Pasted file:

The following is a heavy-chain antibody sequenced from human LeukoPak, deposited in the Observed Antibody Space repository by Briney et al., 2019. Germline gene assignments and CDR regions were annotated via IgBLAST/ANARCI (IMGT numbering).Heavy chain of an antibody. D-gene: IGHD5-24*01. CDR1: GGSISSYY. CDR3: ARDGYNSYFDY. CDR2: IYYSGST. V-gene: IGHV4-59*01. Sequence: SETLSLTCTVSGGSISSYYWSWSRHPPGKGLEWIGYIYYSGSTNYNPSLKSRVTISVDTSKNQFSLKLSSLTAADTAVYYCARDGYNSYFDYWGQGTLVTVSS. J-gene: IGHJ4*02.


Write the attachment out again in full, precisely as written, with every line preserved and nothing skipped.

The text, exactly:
The following is a heavy-chain antibody sequenced from human LeukoPak, deposited in the Observed Antibody Space repository by Briney et al., 2019. Germline gene assignments and CDR regions were annotated via IgBLAST/ANARCI (IMGT numbering).Heavy chain of an antibody. D-gene: IGHD5-24*01. CDR1: GGSISSYY. CDR3: ARDGYNSYFDY. CDR2: IYYSGST. V-gene: IGHV4-59*01. Sequence: SETLSLTCTVSGGSISSYYWSWSRHPPGKGLEWIGYIYYSGSTNYNPSLKSRVTISVDTSKNQFSLKLSSLTAADTAVYYCARDGYNSYFDYWGQGTLVTVSS. J-gene: IGHJ4*02.